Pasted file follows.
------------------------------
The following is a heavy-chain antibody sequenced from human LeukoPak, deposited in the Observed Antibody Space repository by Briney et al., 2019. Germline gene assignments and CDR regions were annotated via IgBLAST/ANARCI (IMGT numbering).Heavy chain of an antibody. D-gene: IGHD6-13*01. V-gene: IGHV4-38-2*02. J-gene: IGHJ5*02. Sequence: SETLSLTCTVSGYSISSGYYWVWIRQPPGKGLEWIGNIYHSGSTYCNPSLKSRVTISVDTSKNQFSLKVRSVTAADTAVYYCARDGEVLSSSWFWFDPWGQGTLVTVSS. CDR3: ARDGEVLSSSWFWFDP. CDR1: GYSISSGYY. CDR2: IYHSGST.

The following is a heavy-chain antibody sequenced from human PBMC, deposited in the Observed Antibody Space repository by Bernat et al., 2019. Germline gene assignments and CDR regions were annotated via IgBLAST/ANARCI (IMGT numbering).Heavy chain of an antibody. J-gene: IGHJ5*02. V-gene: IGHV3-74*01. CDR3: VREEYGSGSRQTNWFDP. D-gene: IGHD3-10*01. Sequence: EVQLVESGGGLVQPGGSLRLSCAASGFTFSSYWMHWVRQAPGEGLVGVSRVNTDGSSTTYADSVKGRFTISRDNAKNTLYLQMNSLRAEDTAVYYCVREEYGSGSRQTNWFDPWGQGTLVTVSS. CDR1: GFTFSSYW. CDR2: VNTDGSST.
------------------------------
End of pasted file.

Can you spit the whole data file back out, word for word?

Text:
The following is a heavy-chain antibody sequenced from human LeukoPak, deposited in the Observed Antibody Space repository by Briney et al., 2019. Germline gene assignments and CDR regions were annotated via IgBLAST/ANARCI (IMGT numbering).Heavy chain of an antibody. D-gene: IGHD6-13*01. V-gene: IGHV4-38-2*02. J-gene: IGHJ5*02. Sequence: SETLSLTCTVSGYSISSGYYWVWIRQPPGKGLEWIGNIYHSGSTYCNPSLKSRVTISVDTSKNQFSLKVRSVTAADTAVYYCARDGEVLSSSWFWFDPWGQGTLVTVSS. CDR3: ARDGEVLSSSWFWFDP. CDR1: GYSISSGYY. CDR2: IYHSGST.

The following is a heavy-chain antibody sequenced from human PBMC, deposited in the Observed Antibody Space repository by Bernat et al., 2019. Germline gene assignments and CDR regions were annotated via IgBLAST/ANARCI (IMGT numbering).Heavy chain of an antibody. J-gene: IGHJ5*02. V-gene: IGHV3-74*01. CDR3: VREEYGSGSRQTNWFDP. D-gene: IGHD3-10*01. Sequence: EVQLVESGGGLVQPGGSLRLSCAASGFTFSSYWMHWVRQAPGEGLVGVSRVNTDGSSTTYADSVKGRFTISRDNAKNTLYLQMNSLRAEDTAVYYCVREEYGSGSRQTNWFDPWGQGTLVTVSS. CDR1: GFTFSSYW. CDR2: VNTDGSST.